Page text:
As early as 1891, the Supreme Court recognized the right to bodily autonomy, writing that “no right is held more sacred…than the right of every individual to the possession and control of his own person, free from all restraint or interference of others.” In the first half of the 20th century the justices went on to develop this line of thinking through cases involving family matters like Pierce v. Society of Sisters, recognizing parents’ rights to send their children to the school of their choosing including religious education.
The contours of the right to privacy grew through judicial interpretation of the broader principles undergirding the Constitution. By 1965, as access to over-the-counter contraception increased and states sought to intervene, the Court linked personal privacy to the “penumbras and emanations” of the Bill of Rights. Griswold v. Connecticut, followed by Eisenstadt v. Baird in 1972, held that the use of contraception goes to the heart of personal decision-making. Justice William Brennan, writing for the majority, stated plainly that “if the right of privacy means anything, it is the right of the individual, married or single, to be free from unwarranted governmental intrusion into matters so fundamentally affecting a person as the decision whether to bear or beget a child.”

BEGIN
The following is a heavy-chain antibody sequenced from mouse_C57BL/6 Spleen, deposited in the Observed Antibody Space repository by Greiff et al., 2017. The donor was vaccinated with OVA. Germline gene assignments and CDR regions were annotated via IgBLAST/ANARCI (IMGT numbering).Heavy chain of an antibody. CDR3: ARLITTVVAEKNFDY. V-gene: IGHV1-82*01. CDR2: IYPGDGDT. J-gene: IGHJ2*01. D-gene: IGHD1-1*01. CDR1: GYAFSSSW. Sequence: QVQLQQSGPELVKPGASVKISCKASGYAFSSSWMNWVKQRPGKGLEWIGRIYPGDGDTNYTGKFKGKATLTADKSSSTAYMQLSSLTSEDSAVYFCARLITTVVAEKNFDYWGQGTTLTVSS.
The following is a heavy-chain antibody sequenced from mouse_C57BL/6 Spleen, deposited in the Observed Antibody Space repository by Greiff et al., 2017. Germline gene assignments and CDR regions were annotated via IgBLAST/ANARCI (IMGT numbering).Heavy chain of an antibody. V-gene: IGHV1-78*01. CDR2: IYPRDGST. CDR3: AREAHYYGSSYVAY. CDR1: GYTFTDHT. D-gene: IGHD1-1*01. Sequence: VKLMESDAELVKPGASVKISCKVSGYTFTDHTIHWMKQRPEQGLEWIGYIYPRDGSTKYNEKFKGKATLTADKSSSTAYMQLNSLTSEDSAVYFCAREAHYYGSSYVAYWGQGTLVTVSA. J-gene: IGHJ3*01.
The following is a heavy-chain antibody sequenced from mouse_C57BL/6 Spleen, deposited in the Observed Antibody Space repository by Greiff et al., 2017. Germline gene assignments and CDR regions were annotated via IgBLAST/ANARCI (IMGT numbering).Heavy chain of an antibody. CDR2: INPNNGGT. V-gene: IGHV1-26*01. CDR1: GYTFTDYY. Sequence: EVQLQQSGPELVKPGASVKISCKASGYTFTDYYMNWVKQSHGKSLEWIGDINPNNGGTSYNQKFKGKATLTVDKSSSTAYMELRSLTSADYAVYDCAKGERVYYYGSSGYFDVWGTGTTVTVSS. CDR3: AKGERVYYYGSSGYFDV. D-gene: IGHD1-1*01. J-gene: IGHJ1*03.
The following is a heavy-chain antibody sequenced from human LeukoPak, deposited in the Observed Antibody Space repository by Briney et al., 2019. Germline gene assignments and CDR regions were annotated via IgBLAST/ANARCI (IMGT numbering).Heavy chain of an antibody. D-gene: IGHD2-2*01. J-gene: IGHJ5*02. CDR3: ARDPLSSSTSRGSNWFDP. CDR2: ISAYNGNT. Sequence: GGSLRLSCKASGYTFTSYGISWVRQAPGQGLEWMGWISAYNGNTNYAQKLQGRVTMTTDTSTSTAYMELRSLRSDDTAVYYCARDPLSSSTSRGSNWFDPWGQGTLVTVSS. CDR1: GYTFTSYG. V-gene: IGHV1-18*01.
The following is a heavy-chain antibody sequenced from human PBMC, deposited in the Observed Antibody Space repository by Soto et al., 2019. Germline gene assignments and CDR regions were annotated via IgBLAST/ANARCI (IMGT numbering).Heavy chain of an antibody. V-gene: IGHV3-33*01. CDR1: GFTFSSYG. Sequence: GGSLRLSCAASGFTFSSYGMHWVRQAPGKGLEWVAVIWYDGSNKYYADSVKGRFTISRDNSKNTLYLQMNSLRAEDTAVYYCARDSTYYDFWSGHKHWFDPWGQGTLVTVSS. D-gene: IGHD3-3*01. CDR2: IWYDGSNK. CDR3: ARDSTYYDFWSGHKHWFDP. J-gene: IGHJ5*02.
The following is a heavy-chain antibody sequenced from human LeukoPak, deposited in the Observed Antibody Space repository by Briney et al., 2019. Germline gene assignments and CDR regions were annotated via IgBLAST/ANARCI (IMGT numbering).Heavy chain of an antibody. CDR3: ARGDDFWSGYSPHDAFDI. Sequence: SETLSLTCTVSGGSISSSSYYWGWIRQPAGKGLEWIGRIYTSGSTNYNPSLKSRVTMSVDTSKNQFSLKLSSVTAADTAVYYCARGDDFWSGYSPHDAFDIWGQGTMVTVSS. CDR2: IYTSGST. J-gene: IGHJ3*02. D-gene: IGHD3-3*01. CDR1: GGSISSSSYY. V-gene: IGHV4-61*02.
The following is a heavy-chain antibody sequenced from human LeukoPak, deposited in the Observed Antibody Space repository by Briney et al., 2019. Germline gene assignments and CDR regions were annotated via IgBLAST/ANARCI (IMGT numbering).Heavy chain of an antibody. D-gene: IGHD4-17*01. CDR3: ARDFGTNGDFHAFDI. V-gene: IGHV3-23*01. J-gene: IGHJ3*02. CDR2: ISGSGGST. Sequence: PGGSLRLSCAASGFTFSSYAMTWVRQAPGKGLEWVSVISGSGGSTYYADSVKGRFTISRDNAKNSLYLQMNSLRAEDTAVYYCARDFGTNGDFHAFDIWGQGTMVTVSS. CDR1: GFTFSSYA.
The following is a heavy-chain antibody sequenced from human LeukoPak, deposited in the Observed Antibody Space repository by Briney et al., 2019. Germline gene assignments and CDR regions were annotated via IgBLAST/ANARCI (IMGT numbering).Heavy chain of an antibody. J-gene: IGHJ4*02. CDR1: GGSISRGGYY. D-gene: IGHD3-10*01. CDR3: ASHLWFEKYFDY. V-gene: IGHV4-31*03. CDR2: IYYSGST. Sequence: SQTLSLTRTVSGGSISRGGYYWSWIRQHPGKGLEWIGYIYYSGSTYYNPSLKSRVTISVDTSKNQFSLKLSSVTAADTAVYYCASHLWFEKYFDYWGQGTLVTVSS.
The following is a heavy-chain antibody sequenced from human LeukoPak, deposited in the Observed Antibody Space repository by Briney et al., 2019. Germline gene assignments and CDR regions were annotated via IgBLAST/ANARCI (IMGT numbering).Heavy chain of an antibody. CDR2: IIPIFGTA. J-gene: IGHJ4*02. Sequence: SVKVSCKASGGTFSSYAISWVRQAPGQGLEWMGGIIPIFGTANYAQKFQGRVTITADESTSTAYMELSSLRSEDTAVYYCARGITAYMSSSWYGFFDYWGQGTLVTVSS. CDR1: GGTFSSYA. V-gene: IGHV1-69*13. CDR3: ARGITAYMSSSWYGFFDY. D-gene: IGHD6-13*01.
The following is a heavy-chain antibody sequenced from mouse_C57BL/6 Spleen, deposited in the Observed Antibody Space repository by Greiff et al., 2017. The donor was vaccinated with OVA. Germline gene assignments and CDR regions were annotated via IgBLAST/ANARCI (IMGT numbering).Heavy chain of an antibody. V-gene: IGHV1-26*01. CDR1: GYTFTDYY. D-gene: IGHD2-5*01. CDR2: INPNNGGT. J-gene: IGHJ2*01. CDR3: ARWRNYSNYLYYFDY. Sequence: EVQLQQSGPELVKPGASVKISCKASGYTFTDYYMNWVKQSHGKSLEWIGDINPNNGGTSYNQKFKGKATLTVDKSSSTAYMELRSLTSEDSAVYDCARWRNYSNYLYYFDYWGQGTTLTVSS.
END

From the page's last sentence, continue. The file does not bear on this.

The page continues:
The justices went on to built on the topics falling within the zone of privacy to include abortion (Roe, Planned Parenthood v. Casey), consensual sexual activity (Lawrence v. Texas), marriage (Obergefell v. Hodges), and more. If the Supreme Court strikes down Roe next spring, decisions that built upon this precedent could be in jeopardy as well.
Religious Freedom and the Right to Privacy
As time has gone on, the issues recognized by the Supreme Court to be among the most personal have also been highly politicized. From reproductive healthcare to LGBTQ+ equality, matters of identity and family formation remain mainstays of the so-called “culture wars.” And for Americans across the political spectrum, our views are often informed by our religious teachings and moral convictions.